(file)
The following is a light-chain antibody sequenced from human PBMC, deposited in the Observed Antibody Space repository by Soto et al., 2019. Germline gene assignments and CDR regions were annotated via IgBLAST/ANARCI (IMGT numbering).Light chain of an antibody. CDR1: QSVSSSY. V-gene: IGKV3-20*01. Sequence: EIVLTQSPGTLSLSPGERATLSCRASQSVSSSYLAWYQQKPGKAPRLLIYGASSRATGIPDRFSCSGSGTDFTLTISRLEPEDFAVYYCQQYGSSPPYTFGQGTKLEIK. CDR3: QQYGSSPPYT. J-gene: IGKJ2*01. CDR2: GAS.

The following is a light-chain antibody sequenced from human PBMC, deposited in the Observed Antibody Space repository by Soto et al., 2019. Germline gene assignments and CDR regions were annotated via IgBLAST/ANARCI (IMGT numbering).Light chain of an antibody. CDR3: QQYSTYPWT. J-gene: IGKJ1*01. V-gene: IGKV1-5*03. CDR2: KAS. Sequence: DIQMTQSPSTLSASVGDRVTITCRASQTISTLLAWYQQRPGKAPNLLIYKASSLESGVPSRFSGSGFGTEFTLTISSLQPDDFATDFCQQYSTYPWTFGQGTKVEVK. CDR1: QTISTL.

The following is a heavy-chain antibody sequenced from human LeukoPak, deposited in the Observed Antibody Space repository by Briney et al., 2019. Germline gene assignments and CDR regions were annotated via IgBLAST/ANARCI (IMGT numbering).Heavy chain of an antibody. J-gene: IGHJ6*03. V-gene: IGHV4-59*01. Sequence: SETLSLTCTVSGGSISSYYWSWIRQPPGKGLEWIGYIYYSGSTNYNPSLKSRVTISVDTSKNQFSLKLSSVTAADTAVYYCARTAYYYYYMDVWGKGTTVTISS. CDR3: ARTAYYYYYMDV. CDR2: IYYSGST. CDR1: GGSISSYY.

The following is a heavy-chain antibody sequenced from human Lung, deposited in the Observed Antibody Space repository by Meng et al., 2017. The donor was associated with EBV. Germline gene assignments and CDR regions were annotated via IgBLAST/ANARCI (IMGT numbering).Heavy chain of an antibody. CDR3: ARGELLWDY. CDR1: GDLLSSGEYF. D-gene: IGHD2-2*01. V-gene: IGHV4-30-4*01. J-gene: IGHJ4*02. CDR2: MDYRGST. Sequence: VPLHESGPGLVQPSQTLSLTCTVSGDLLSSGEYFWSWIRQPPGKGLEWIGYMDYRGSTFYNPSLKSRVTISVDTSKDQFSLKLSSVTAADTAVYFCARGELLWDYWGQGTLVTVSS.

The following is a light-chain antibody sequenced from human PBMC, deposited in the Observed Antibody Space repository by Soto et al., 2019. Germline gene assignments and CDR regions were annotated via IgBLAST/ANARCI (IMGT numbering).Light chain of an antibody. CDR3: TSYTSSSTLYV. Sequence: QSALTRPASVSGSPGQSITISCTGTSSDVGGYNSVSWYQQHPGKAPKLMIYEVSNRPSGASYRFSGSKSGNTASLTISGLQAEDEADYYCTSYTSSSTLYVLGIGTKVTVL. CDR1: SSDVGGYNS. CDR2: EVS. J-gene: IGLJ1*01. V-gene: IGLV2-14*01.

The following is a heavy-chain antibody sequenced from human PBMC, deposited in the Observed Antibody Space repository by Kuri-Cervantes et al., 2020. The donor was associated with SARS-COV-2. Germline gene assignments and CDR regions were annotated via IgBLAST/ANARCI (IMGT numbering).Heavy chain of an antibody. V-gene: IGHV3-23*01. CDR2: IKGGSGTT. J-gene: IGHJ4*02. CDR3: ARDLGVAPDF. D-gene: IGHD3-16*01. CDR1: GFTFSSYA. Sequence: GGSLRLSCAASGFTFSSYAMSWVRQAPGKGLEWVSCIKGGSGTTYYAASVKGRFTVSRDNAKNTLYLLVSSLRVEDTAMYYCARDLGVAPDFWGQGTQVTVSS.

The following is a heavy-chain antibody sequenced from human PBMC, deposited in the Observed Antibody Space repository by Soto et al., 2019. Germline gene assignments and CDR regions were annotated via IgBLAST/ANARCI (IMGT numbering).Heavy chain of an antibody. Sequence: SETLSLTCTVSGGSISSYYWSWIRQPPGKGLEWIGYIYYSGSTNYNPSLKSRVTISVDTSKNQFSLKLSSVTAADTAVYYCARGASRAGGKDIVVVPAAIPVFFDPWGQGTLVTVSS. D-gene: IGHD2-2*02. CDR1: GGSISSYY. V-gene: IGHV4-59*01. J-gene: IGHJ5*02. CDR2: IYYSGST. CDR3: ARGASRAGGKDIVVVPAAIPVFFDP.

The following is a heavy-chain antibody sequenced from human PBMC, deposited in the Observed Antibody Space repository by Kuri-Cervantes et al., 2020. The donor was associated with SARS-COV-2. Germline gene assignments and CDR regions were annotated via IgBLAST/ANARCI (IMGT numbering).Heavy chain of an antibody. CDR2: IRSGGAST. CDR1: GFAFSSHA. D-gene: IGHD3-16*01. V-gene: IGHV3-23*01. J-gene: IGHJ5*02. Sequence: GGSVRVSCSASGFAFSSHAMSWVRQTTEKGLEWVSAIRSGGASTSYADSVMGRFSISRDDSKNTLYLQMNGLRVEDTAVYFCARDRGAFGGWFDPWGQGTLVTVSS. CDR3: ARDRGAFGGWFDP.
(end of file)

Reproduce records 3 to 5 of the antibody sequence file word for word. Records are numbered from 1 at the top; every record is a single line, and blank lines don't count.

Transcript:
The following is a heavy-chain antibody sequenced from human LeukoPak, deposited in the Observed Antibody Space repository by Briney et al., 2019. Germline gene assignments and CDR regions were annotated via IgBLAST/ANARCI (IMGT numbering).Heavy chain of an antibody. J-gene: IGHJ6*03. V-gene: IGHV4-59*01. Sequence: SETLSLTCTVSGGSISSYYWSWIRQPPGKGLEWIGYIYYSGSTNYNPSLKSRVTISVDTSKNQFSLKLSSVTAADTAVYYCARTAYYYYYMDVWGKGTTVTISS. CDR3: ARTAYYYYYMDV. CDR2: IYYSGST. CDR1: GGSISSYY.

The following is a heavy-chain antibody sequenced from human Lung, deposited in the Observed Antibody Space repository by Meng et al., 2017. The donor was associated with EBV. Germline gene assignments and CDR regions were annotated via IgBLAST/ANARCI (IMGT numbering).Heavy chain of an antibody. CDR3: ARGELLWDY. CDR1: GDLLSSGEYF. D-gene: IGHD2-2*01. V-gene: IGHV4-30-4*01. J-gene: IGHJ4*02. CDR2: MDYRGST. Sequence: VPLHESGPGLVQPSQTLSLTCTVSGDLLSSGEYFWSWIRQPPGKGLEWIGYMDYRGSTFYNPSLKSRVTISVDTSKDQFSLKLSSVTAADTAVYFCARGELLWDYWGQGTLVTVSS.

The following is a light-chain antibody sequenced from human PBMC, deposited in the Observed Antibody Space repository by Soto et al., 2019. Germline gene assignments and CDR regions were annotated via IgBLAST/ANARCI (IMGT numbering).Light chain of an antibody. CDR3: TSYTSSSTLYV. Sequence: QSALTRPASVSGSPGQSITISCTGTSSDVGGYNSVSWYQQHPGKAPKLMIYEVSNRPSGASYRFSGSKSGNTASLTISGLQAEDEADYYCTSYTSSSTLYVLGIGTKVTVL. CDR1: SSDVGGYNS. CDR2: EVS. J-gene: IGLJ1*01. V-gene: IGLV2-14*01.